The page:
He is a delusional narcissist who will fight until his last breath. Or an impulsive showman who will hop the next flight out of town when cornered. Or maybe he's a psychopath, a coldly calculating strategist - crazy, like a desert fox.
The endgame in Libya is likely to turn in large part on the instincts of Muammar Gaddafi, and any insight into those instincts would be enormously valuable to policy makers. Journalists have formed their impressions from anecdotes, or from his actions in the past; others have seized on his recent tirades about al Qaeda and US President Barack Obama.
But at least one group has tried to construct a profile based on scientific methods, and its conclusions are the ones most likely to affect American policy. For decades, analysts at the Central Intelligence Agency and the Department of Defense have compiled psychological assessments of hostile leaders like Gaddafi, Kim Jong-il of North Korea and President Hugo Chávez of Venezuela, as well as allies, potential successors and other prominent officials. (Many foreign governments do the same, of course.)
Diplomats, military strategists and even presidents have drawn on those profiles to inform their decisions - in some cases to their benefit, in other cases at a cost.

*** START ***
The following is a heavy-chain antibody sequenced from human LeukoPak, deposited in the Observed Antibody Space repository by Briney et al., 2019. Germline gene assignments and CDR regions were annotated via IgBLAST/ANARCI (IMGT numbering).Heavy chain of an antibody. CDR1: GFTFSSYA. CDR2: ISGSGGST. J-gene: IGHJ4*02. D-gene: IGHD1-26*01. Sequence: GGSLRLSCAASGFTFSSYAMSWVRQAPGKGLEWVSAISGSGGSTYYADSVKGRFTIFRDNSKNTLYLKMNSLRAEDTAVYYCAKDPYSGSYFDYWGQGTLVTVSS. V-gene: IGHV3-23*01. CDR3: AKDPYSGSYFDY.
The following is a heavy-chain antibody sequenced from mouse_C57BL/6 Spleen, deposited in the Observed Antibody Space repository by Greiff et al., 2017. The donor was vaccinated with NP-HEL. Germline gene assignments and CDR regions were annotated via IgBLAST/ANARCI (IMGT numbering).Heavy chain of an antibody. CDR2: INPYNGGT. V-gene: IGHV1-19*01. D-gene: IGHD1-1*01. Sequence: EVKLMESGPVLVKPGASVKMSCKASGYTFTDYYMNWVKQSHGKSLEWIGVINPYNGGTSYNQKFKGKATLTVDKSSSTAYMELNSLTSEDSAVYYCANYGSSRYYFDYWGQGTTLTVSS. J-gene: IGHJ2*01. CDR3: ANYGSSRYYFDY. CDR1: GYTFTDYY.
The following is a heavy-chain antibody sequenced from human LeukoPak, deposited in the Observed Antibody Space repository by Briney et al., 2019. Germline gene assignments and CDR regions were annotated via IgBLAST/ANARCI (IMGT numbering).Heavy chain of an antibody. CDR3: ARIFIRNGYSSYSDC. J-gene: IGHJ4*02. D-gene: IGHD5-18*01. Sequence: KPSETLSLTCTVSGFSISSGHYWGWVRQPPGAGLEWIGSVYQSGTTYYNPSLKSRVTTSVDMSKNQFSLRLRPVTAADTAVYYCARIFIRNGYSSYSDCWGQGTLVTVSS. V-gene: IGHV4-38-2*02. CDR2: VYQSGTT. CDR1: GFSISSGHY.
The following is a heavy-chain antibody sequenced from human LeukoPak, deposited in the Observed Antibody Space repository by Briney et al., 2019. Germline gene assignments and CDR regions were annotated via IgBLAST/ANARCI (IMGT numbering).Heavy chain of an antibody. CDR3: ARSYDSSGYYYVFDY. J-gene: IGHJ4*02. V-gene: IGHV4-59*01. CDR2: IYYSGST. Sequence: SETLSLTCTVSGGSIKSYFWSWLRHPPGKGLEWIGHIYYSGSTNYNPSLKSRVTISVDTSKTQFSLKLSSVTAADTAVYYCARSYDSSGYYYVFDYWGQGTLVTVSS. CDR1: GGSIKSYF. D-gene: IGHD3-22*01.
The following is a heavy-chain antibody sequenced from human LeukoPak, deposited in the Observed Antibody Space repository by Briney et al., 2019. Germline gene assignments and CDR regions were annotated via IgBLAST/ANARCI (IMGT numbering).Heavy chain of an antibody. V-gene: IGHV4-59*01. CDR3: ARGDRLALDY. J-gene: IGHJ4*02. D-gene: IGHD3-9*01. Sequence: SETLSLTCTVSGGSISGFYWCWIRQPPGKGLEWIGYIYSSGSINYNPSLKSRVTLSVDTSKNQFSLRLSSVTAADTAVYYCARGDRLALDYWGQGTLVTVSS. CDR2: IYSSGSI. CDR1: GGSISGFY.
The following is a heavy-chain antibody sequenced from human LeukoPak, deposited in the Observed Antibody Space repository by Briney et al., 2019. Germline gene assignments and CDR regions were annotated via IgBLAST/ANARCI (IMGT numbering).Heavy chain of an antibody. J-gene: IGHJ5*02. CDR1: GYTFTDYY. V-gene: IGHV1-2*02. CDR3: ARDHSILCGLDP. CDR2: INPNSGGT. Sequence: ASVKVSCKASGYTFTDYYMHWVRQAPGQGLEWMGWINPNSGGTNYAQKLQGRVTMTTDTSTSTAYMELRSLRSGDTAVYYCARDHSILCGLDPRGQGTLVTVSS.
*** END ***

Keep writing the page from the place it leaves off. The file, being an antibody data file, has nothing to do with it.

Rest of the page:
The political profile "is perhaps most important in cases where you have a leader who dominates the society, who can act virtually without constraint," said Dr Jerrold Post, a psychiatrist who directs the political psychology program at George Washington University and founded the CIA branch that does behavioural analysis. "And that has been the case here, with Gaddafi and Libya."
The official dossiers are classified. But the methods are well known. Civilian psychologists have developed many of the techniques, drawing mostly on public information about a given leader: speeches, writings, biographical facts, observable behavior. The resulting forecasts suggest that "at-a-distance profiling," as it is known, is still more an art than science. So in a crisis like the one in Libya, it is crucial to know the assessments' potential value and real limitations.
In a profile of Gaddafi, Dr Post concludes that the dictator, while usually rational, is prone to delusional thinking when under pressure - "and right now, he is under the most stress he has been under since taking over the leadership of Libya." At his core, Gaddafi sees himself as the ultimate outsider, the Muslim warrior fighting impossible odds, Dr. Post argues, and he "is indeed prepared to go down in flames."